This is the first of a two-part article on China, Pakistan, US and India.
What are China’s intentions towards its neighbours? Is the China-Pakistan Economic Corridor (CPEC) something new and exciting, or a repeat of old, flawed relationships? When completed, how will it affect security in the region, be it with long standing rivals such as India, or in a disputed territory like Kashmir?
On 7 November, MEPs, academics, researchers, students and diaspora representatives came together at the European Parliament, for a debate organised by the European Foundation for South Asian Studies (EFSAS), through the good offices of Jonathan Bullock MEP. Several themes were to emerge—the limited political and economic space Pakistan has in which to operate, the rapacious appetite of China for expansion, and a concern that in more ways than one, CPEC brings as much uncertainty as progress.
Geoffrey Van Orden, Conservative MEP for Eastern England, explained that Pakistan needs help, and it does not have too many friends. In bringing together India’s two main rivals, CPEC will though, affect relations in the region. Nor are concerns limited to India—any Saudi Arabian involvement in Balochistan would be unacceptable to Iran. The port at Gwadar will be watched very closely.
Themes of security and debt dominated the concerns of SOAS University of London academics Paul Stott and Burzine Waghmar. The former took the view that Pakistan has burnt its bridges with the United States. Trump’s New Year’s Day tweet denouncing the Islamic Republic for taking $33 billion in US aid since 2002, whilst failing to sufficiently support US counter terrorism initiatives, merely brought into the open festering wounds. The American public will not forget that Osama Bin Laden was living in a Pakistani garrison town in 2011 when killed by US troops. Trump’s December 2015 call for a ban on Muslims entering the US, came just five days after the San Bernardino terrorist attack on a Christmas party carried out by a Pakistani-American and his bride, who had been allowed to enter the country from Pakistan. Burzine Waghmar’s presentation reflected that whilst China is making money available to Pakistan, this is in the form of debt, rather than grants, and it comes with strings attached, such as the use of Chinese contractors.
On the international stage, the “all-weather” relationship between Pakistan and China is clearly damaging to the development of effective international co-operation against terrorism. The UN Al-Qaeda Sanctions Committee has become a venue, less for unity, than point scoring and division. The refusal of China to allow both Indian and American proposals to sanction Pakistani jihadist Masood Azhar serves as a reminder that Pakistan, as a state, uses terrorist proxies. Getting China to support this strategy is a new and worrying departure.
There was perhaps better news from Oxford economist Matthew McCartney, who argued that the majority of investments in CPEC will be in energy. In a country with faltering supplies in both town and country, this is potentially very good news. This may though be a case of two steps forward, one step back. China has a surplus in two industrial areas where Pakistan is strong—cement and steel. If China brings its own materials, as well as its own workers, CPEC may not be the win-win some Pakistani economists have been predicting.
Dorothée Vandamme concentrated on the section of Pakistani society with which China has built its deepest relations—the military. This is the backbone of Sino-Pak relations, and China is determined to ensure that whatever Islamic militancy flares in Pakistan, it does not connect with Muslims in its Xinjiang province. Imran Khan was elected on a platform of not begging to the IMF, but Vandamme speculated he may have little choice. Things may get even more interesting if a condition of the IMF’s loan is greater transparency on CPEC.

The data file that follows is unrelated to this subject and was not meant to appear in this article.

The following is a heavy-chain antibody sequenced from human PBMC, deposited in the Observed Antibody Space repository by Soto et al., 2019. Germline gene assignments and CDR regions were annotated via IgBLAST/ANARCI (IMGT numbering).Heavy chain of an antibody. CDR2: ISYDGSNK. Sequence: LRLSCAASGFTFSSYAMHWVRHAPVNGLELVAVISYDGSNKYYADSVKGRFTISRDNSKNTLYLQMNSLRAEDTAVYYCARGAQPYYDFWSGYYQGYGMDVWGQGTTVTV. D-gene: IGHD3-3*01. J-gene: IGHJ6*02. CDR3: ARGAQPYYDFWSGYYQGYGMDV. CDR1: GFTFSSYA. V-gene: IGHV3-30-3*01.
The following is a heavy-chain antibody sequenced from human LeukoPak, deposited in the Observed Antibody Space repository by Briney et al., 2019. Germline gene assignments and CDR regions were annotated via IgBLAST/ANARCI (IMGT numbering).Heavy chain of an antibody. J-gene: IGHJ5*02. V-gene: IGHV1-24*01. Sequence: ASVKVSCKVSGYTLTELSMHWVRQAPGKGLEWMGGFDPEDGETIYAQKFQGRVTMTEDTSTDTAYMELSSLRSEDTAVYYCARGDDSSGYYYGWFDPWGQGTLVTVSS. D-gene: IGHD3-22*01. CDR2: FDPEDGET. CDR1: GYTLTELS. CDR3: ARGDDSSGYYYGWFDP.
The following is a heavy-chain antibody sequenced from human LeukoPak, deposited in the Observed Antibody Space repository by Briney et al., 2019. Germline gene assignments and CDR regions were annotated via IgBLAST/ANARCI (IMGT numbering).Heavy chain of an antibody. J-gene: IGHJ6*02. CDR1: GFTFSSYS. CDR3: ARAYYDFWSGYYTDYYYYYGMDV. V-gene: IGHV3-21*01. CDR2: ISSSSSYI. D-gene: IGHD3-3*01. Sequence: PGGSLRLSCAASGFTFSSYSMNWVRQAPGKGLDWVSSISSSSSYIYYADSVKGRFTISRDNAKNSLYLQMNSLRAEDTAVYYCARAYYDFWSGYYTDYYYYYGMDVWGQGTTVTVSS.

One unexpected consequence of CPEC has been that it brings attention to some regional and national disputes that are little understood in the West. CPEC, for example, depends on the territory of Gilgit Baltistan, which Fernando Burgés of the Unrepresented Nations and Peoples Organisation (UNPO) observed, is recognised by the UN as disputed territory. Here, Pakistan has allowed the use of blasphemy laws to settle personal disputes, and has looked to shift the religious demography from Shia to Sunni. Speakers from Balochistan and the United Kashmir Peoples National Party (UKPNP), namely Munir Mengal and Jamil Maqsood rounded events off by reminding the audience of Pakistan’s poor human rights record. As Munir Mengal stated, it is unusual for a development project to need military support.
Comparing CPEC to the East India Company may appear a neat rhetorical trick. But it is important to judge China, and Pakistan, on their respective records. Pakistan has a tendency to seek out patrons (the US, the UK, Saudi Arabia, and now China) to protect it militarily and support its ruling class financially. China is certainly willing to support development initiatives. But there are two sobering examples, from Africa and Sri Lanka, as to what this means in practice. In Ethiopia, the shiny new headquarters China built for the African Union came with a computer system that was discovered to be sending information daily from its servers, to Shanghai. Every move the African Union made, was likely to have been known in China within hours. In Sri Lanka, the funding of the Hambantota port saw the government rack up debts it could not meet. The facility has now been given to China on a 99-year lease.
Pakistan can’t say it has not been warned.
Dr Paul Stott is an academic working in the Centre for International Studies and Diplomacy at SOAS University of London, and is a fellow of the European Foundation for South Asian Studies. He tweets @MrPaulStott
Next week: US and Pakistan